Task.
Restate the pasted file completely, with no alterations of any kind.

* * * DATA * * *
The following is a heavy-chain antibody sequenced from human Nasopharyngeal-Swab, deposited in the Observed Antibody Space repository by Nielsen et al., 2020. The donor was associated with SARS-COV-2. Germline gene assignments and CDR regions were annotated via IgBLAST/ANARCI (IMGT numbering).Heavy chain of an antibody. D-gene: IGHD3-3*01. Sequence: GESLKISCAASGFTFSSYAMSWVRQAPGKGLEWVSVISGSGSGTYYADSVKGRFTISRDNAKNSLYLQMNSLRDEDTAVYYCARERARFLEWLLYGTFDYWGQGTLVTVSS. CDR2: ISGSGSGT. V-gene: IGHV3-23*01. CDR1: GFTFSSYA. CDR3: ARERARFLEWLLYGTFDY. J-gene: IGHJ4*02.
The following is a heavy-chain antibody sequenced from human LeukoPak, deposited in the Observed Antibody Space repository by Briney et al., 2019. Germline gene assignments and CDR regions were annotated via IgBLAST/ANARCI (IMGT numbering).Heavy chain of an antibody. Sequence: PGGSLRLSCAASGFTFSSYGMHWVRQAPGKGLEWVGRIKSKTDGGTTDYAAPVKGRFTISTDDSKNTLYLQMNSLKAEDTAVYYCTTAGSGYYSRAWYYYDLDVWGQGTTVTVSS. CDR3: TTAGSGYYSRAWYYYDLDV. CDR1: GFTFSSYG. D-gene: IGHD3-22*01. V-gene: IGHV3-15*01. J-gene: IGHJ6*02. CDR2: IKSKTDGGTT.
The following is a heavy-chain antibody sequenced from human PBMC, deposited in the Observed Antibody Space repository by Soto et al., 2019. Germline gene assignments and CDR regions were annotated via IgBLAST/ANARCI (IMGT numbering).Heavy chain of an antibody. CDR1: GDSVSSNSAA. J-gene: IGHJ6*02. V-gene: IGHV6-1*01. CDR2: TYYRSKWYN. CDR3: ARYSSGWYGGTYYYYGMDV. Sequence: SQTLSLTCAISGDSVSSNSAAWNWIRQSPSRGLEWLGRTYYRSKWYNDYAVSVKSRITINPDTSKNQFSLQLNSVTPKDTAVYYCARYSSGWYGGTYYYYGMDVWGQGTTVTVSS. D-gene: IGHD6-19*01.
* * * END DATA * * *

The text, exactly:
The following is a heavy-chain antibody sequenced from human Nasopharyngeal-Swab, deposited in the Observed Antibody Space repository by Nielsen et al., 2020. The donor was associated with SARS-COV-2. Germline gene assignments and CDR regions were annotated via IgBLAST/ANARCI (IMGT numbering).Heavy chain of an antibody. D-gene: IGHD3-3*01. Sequence: GESLKISCAASGFTFSSYAMSWVRQAPGKGLEWVSVISGSGSGTYYADSVKGRFTISRDNAKNSLYLQMNSLRDEDTAVYYCARERARFLEWLLYGTFDYWGQGTLVTVSS. CDR2: ISGSGSGT. V-gene: IGHV3-23*01. CDR1: GFTFSSYA. CDR3: ARERARFLEWLLYGTFDY. J-gene: IGHJ4*02.
The following is a heavy-chain antibody sequenced from human LeukoPak, deposited in the Observed Antibody Space repository by Briney et al., 2019. Germline gene assignments and CDR regions were annotated via IgBLAST/ANARCI (IMGT numbering).Heavy chain of an antibody. Sequence: PGGSLRLSCAASGFTFSSYGMHWVRQAPGKGLEWVGRIKSKTDGGTTDYAAPVKGRFTISTDDSKNTLYLQMNSLKAEDTAVYYCTTAGSGYYSRAWYYYDLDVWGQGTTVTVSS. CDR3: TTAGSGYYSRAWYYYDLDV. CDR1: GFTFSSYG. D-gene: IGHD3-22*01. V-gene: IGHV3-15*01. J-gene: IGHJ6*02. CDR2: IKSKTDGGTT.
The following is a heavy-chain antibody sequenced from human PBMC, deposited in the Observed Antibody Space repository by Soto et al., 2019. Germline gene assignments and CDR regions were annotated via IgBLAST/ANARCI (IMGT numbering).Heavy chain of an antibody. CDR1: GDSVSSNSAA. J-gene: IGHJ6*02. V-gene: IGHV6-1*01. CDR2: TYYRSKWYN. CDR3: ARYSSGWYGGTYYYYGMDV. Sequence: SQTLSLTCAISGDSVSSNSAAWNWIRQSPSRGLEWLGRTYYRSKWYNDYAVSVKSRITINPDTSKNQFSLQLNSVTPKDTAVYYCARYSSGWYGGTYYYYGMDVWGQGTTVTVSS. D-gene: IGHD6-19*01.